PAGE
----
Liberals fear world running out of chocolate and vanilla

Consider, for a moment, what will happen the day the last piece of chocolate is mined.  When the last piece of chocolate is taken out of the last chocolate mine, we will have zero chocolate left.  There will be no solar chocolate, or wind-powered chocolate.  Just no chocolate.  It's not as if chocolate grows on trees...or does it?

Concern for the dwindling stocks of this and other precious "non-renewable" resources has prompted the nutty liberals at mega-corporation Unilever to get their PR machine in full gear to show that they are producing chocolates, and other products, in a "sustainable" manner.  That's the new liberal buzzword.  Because liberals feel that we live on a dead planet, like Mars, they feel that we have to conserve every drop of water, every pound of mineral, every branch of tree, or else we will run out of everything.  Even though things like water, and yes, chocolate, are clearly renewable resources, liberals want to require these things to be certified "sustainable" by their little enviro-Gestapo groups.

Hellmann's mayonnaise is known for many things – making egg salad delicious, being loaded with fat, that old "bring out the best" jingle. To date, however, it hasn't been associated with sustainability. Mayo is a processed food made by huge conglomerates, not a symbol of environmentalism.

Oh, no!

Paul Polman would like that to change. As chief executive of Unilever, Mr. Polman has made sustainable production – of Hellmann's, Lipton tea, Dove soap, Axe body spray and all the other products Unilever makes – the company's top priority. 

Hey, Mr. Polman, if that is your real name, if you're so concerned about the environment, why don't you stop raping the earth to make tea, soap, and body spray?

Detergents are being reformulated to use less water. Packaging is becoming more efficient.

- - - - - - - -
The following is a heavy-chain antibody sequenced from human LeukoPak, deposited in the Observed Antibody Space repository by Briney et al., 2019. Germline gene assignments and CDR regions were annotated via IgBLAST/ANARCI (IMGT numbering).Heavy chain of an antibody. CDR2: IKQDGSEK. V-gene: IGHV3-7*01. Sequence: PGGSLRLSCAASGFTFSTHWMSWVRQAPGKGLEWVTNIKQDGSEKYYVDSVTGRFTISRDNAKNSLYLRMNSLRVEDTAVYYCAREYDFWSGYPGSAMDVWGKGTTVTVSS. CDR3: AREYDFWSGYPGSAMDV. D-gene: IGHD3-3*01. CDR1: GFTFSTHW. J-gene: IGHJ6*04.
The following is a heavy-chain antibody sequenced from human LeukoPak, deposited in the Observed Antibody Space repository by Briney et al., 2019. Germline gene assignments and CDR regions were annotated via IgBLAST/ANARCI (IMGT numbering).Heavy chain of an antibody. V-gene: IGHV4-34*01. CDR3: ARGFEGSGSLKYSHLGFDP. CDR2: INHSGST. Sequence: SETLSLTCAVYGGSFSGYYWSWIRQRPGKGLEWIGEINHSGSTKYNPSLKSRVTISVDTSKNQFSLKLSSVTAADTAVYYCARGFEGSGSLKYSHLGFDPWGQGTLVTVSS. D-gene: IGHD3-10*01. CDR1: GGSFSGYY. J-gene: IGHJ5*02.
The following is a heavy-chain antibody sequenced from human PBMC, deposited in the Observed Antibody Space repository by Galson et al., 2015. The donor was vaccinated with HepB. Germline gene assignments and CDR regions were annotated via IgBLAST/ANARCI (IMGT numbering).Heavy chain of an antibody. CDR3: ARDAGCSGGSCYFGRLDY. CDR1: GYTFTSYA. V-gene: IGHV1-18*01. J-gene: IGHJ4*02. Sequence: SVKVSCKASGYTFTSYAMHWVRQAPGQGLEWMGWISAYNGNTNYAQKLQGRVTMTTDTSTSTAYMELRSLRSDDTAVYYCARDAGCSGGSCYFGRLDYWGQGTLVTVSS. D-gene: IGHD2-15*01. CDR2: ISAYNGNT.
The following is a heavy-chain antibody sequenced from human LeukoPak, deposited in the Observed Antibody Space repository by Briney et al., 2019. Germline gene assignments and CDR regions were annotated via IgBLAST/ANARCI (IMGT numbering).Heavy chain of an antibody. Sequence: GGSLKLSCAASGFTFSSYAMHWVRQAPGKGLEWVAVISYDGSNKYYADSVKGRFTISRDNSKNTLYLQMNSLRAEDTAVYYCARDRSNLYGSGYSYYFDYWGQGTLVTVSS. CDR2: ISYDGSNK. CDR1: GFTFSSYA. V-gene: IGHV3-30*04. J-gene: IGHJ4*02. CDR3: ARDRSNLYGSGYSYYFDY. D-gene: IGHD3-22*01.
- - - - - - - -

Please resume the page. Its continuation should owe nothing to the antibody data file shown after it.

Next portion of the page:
I like efficient packaging.  When I buy tea, I want my tea bag to be as productive and as hardworking as possible.

 Not only does the Unilever sustainable living plan pledge to cut the company's environmental impact in half by 2020, it also vows to improve the health of one billion people and enhance livelihoods for millions

Wow.  Improving the health of a billion people!  We can cancel Obamacare; all we need is Unilever.

Here's a list of some of the nutty things Unilever is claiming to do:

Mayonnaise trying to use oil made from sustainable soybeans; introduced a more ecologically designed plastic bottle.

Mustard line encouraging consumers to refill ceramic containers rather than buy new glass jars.

Tea bags now filled with leaves certified as sustainable by the Rainforest Alliance.

Ice cream using vanilla and chocolate certified as sustainable by the Rainforest Alliance.

Fabric softener designed to use less water than rival brands.

What are "sustainable" soybeans?  All soybeans are sustainable because you can plant and replant them.  They are renewable resources.  The same goes for vanilla and chocolate, which come from beans, and tea, which comes from leaves.  The only difference is that they paid off the "Rainforest Alliance," the local environmental Gestapo, to get their seal of environmental approval, much as companies used to pay off Jesse Jackson to prove they weren't racist.

By the way, many washing machines won't let you set the amount of water you use, so fabric softener that uses less water is meaningless.  And I can't wait for customers to come to supermarkets with dirty, crusty mustard jars to refill their mustard supply.  I suspect that those jars could be a dangerous source of mustard gas.

Deep in the article, even the reporter admits that most of this is really about nothing:

And even as Unilever rushes headlong into this brave new world, a big question remains: What is sustainability, anyway? Despite its righteous timbre, it's a fuzzy term that means different things to different people. ... Dig into the specifics of that one ingredient, and it becomes clear that what Unilever calls sustainable sometimes doesn't mean all that much. ... In fact, Unilever doesn't ask the farmers to change much at all. All that the program requires is that farmers pledge to become more ecologically sound and use the Field to Market software to share voluminous data about how they run their farms. ... So far, Unilever and ADM aren't even enforcing these rules.

This is all a PR effort to make Unilever appeal to those consumers who want their food to be labeled "environmental."  As for me, I'd prefer my food to be labeled "illegal alien- and radical Islam-free."

This is not at all different from the media pushing a toilet paper-free lifestyle, or praising environmentalists who hang themselves from a bridge, or criticizing Trader Joe's for using chimpanzee day laborers, or spending money to protect the environment on Mars.  It's all fringe stuff designed to make liberals feel good, while the big problems we face – national security, the debt, and disguised boys showering with girls – are ignored.

This article was written by Ed Straker, senior writer of, the conservative news site.

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